ERIC Number: ED232936
Record Type: Non-Journal
Publication Date: 1983-Mar
Hobbes, Liberalism, and Political Education.
Esquith, Stephen L.
The connection between liberal political philosophy and political education is discussed with particular emphasis on the philosophy of Thomas Hobbes. The purpose of the essay is to explain how liberal citizens become committed to a distinctively liberal conception of the common good. Part 1 discusses Hobbes' theory that rationally determining individuals' duties to society is analogous to the adding and subtracting of numbers. Quotations from "Leviathan" and critics' responses to that work are included. Part 2 traces political education and political theory according to the philosophies of Plato, Aristotle, Hegel, and Marx. This part sketches the general sense in which political education strives for the development of human character by creating an orientation toward the common good. Part 3 discusses political education and liberal political philosophy specifically. Liberal citizens are characterized as being bound together by a shared conception of society as an economic race in which potential winners and losers vie for a share of wealth under fair procedural rules. The works of John Locke and John Stuart Mill are analyzed. Part 4 examines the problem of individual character in a liberal political society with an emphasis on Hobbes'"masterless men" and "vain-glorious men." Part 5 returns to Hobbes and political education with a discussion of the theories in "Leviathan." Topics include men's "wild" and "tame" passions and the duty of political science to create good dispositions. (KC)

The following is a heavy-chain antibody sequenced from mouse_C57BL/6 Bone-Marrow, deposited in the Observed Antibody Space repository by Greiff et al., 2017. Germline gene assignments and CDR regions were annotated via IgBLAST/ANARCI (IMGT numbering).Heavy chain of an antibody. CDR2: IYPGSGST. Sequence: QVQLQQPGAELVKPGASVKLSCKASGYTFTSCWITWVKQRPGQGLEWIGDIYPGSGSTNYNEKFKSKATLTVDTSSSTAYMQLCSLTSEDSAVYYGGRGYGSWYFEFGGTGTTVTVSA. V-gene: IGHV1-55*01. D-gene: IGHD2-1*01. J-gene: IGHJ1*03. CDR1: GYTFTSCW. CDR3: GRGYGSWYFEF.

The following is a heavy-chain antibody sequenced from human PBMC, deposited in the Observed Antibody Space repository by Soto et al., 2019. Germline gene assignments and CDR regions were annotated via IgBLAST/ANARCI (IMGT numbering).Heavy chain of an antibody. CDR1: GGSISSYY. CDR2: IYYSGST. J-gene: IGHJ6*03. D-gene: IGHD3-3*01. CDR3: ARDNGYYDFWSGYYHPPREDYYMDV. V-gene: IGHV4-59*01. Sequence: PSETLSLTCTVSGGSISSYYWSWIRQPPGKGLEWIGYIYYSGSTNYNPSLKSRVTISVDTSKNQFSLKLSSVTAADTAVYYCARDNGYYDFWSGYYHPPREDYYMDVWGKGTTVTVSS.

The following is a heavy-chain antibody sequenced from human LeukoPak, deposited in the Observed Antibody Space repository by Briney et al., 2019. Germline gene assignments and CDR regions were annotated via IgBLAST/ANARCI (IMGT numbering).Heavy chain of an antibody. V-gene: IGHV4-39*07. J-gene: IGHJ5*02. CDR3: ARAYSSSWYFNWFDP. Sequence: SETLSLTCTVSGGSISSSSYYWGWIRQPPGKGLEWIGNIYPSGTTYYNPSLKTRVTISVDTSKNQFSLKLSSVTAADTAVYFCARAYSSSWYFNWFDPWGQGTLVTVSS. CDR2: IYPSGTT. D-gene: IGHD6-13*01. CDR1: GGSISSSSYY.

Publication Type: Information Analyses; Speeches/Meeting Papers
Education Level: N/A
Authoring Institution: N/A